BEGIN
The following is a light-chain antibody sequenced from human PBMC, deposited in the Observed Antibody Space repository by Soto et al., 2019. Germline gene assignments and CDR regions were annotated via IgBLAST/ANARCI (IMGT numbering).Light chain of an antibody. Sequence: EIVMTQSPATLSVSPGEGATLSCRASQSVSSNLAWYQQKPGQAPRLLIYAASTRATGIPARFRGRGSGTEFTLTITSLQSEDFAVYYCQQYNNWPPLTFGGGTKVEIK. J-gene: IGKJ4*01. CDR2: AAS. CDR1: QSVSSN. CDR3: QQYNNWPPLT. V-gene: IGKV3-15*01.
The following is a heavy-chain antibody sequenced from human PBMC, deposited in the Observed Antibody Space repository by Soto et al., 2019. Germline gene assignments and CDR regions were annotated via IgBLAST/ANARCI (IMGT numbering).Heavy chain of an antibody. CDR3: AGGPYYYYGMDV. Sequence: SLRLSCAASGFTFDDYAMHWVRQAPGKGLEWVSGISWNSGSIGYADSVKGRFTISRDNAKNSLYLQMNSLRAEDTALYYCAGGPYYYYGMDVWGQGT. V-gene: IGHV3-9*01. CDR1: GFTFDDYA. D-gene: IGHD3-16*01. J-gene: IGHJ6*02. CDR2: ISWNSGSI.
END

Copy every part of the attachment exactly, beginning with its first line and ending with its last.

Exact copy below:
The following is a light-chain antibody sequenced from human PBMC, deposited in the Observed Antibody Space repository by Soto et al., 2019. Germline gene assignments and CDR regions were annotated via IgBLAST/ANARCI (IMGT numbering).Light chain of an antibody. Sequence: EIVMTQSPATLSVSPGEGATLSCRASQSVSSNLAWYQQKPGQAPRLLIYAASTRATGIPARFRGRGSGTEFTLTITSLQSEDFAVYYCQQYNNWPPLTFGGGTKVEIK. J-gene: IGKJ4*01. CDR2: AAS. CDR1: QSVSSN. CDR3: QQYNNWPPLT. V-gene: IGKV3-15*01.
The following is a heavy-chain antibody sequenced from human PBMC, deposited in the Observed Antibody Space repository by Soto et al., 2019. Germline gene assignments and CDR regions were annotated via IgBLAST/ANARCI (IMGT numbering).Heavy chain of an antibody. CDR3: AGGPYYYYGMDV. Sequence: SLRLSCAASGFTFDDYAMHWVRQAPGKGLEWVSGISWNSGSIGYADSVKGRFTISRDNAKNSLYLQMNSLRAEDTALYYCAGGPYYYYGMDVWGQGT. V-gene: IGHV3-9*01. CDR1: GFTFDDYA. D-gene: IGHD3-16*01. J-gene: IGHJ6*02. CDR2: ISWNSGSI.